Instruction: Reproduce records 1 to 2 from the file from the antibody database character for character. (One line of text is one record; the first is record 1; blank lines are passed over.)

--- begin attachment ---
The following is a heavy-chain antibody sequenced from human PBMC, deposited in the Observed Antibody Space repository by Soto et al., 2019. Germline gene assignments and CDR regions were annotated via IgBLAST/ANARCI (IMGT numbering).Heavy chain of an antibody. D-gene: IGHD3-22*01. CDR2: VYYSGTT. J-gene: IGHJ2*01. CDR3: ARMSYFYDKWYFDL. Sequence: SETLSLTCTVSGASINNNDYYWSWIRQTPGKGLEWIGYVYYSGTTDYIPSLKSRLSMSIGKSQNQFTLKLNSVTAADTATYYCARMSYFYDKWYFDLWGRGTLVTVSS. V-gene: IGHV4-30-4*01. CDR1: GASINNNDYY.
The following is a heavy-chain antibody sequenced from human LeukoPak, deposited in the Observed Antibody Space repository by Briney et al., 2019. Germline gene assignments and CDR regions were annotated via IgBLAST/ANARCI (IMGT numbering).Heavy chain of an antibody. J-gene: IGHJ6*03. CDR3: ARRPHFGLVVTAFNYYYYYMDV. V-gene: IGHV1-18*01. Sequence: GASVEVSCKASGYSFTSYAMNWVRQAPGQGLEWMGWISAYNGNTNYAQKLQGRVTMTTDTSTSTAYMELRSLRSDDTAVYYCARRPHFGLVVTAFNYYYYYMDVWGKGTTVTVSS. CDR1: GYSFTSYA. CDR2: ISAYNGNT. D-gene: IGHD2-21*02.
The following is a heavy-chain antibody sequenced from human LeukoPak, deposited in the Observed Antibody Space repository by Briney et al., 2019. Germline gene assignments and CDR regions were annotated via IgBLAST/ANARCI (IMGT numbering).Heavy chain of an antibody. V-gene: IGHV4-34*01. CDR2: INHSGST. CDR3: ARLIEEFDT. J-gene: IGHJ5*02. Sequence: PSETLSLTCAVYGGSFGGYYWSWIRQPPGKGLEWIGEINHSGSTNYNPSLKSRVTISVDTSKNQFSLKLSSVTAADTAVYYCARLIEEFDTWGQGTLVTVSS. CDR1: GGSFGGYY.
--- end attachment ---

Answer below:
The following is a heavy-chain antibody sequenced from human PBMC, deposited in the Observed Antibody Space repository by Soto et al., 2019. Germline gene assignments and CDR regions were annotated via IgBLAST/ANARCI (IMGT numbering).Heavy chain of an antibody. D-gene: IGHD3-22*01. CDR2: VYYSGTT. J-gene: IGHJ2*01. CDR3: ARMSYFYDKWYFDL. Sequence: SETLSLTCTVSGASINNNDYYWSWIRQTPGKGLEWIGYVYYSGTTDYIPSLKSRLSMSIGKSQNQFTLKLNSVTAADTATYYCARMSYFYDKWYFDLWGRGTLVTVSS. V-gene: IGHV4-30-4*01. CDR1: GASINNNDYY.
The following is a heavy-chain antibody sequenced from human LeukoPak, deposited in the Observed Antibody Space repository by Briney et al., 2019. Germline gene assignments and CDR regions were annotated via IgBLAST/ANARCI (IMGT numbering).Heavy chain of an antibody. J-gene: IGHJ6*03. CDR3: ARRPHFGLVVTAFNYYYYYMDV. V-gene: IGHV1-18*01. Sequence: GASVEVSCKASGYSFTSYAMNWVRQAPGQGLEWMGWISAYNGNTNYAQKLQGRVTMTTDTSTSTAYMELRSLRSDDTAVYYCARRPHFGLVVTAFNYYYYYMDVWGKGTTVTVSS. CDR1: GYSFTSYA. CDR2: ISAYNGNT. D-gene: IGHD2-21*02.